IPDS and AFP data streams normally contain and/or reference what are known as resources that contain data that are required to output the documents. The data of a resource can thereby be used repeatedly via simple referencing for one or more print jobs that in turn contain multiple documents or document parts, without having to be transferred repeatedly. The quantity of data to be transferred from one processing unit (for example a host computer generating the documents) to a subsequent processing unit (for example a print server or a printing device) is thereby reduced, in particular when data of a plurality of documents are to be transferred that possess or require the same data in part. Examples of such resources are character sets (fonts) or forms to be superimposed on documents (overlays). The resources can thereby be contained in the print data stream itself or be transferred separately from this between the involved systems and respectively only be referenced within various documents. It can thereby in particular be provided that the resources are already stored in the device (for example print server or printing device) conducting additional processing, such that they do not need to be retransferred with each print job but rather must merely be referenced.

Resources that originate at various points or from various sources in the AFP data stream are merged with the corresponding variable data given the presentation of AFP document data. The resource data can thereby be integrated into the document data stream as internal resources or be called from libraries as external resources via a resource name. Furthermore, the data are checked for consistency in a parsing process.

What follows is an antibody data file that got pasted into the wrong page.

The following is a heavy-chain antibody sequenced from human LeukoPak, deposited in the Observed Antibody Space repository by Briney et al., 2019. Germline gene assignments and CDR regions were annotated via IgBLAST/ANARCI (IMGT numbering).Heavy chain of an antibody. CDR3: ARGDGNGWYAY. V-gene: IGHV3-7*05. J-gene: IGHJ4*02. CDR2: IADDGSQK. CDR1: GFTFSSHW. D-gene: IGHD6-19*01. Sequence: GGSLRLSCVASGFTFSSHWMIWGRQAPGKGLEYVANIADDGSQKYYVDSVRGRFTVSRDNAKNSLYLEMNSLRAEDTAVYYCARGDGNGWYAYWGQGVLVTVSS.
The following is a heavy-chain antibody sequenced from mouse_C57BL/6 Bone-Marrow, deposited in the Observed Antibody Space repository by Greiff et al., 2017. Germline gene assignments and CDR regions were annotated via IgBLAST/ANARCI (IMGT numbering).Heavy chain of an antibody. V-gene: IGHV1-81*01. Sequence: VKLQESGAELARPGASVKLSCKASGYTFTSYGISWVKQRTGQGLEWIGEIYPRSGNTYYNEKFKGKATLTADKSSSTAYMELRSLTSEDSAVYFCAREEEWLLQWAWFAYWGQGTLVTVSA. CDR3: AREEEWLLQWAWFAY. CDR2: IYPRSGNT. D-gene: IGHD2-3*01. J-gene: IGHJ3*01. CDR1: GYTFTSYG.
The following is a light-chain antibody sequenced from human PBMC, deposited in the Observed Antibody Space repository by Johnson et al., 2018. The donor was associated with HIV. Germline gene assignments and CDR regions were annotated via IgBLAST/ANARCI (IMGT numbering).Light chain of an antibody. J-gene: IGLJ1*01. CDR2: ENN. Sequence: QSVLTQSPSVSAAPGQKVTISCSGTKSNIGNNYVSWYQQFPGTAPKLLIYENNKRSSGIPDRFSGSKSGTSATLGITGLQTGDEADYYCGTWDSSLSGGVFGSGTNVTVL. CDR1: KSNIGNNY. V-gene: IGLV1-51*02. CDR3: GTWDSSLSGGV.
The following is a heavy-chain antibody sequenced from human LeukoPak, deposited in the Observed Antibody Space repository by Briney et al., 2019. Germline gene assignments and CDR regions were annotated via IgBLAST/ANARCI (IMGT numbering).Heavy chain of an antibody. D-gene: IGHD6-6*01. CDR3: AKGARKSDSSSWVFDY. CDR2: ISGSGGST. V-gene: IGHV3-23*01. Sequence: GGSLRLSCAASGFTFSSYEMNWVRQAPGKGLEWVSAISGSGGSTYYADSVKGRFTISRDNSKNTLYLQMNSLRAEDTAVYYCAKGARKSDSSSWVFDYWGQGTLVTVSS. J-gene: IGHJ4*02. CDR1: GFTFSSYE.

Details such as how what is known as a Line Data or MO:DCA document data stream is converted into an IPDS data stream are described in the document “Print Services Facility for OS/390 & z/OS, Introduction”, Vers. 3, Release 3.0, Nr. G544-5625-03 by IBM from March 2002 (see there in particular the overview on pages I through vii, the introduction on pages 1 through 10). The software program Print Service Facility (PSF) thereby combines variable document data with resource data in order to administer and control output data that are sent to a printer as an output device. Software products under the trade names Océ SPS and Océ CIS that possess corresponding functions are developed and marketed by the applicant.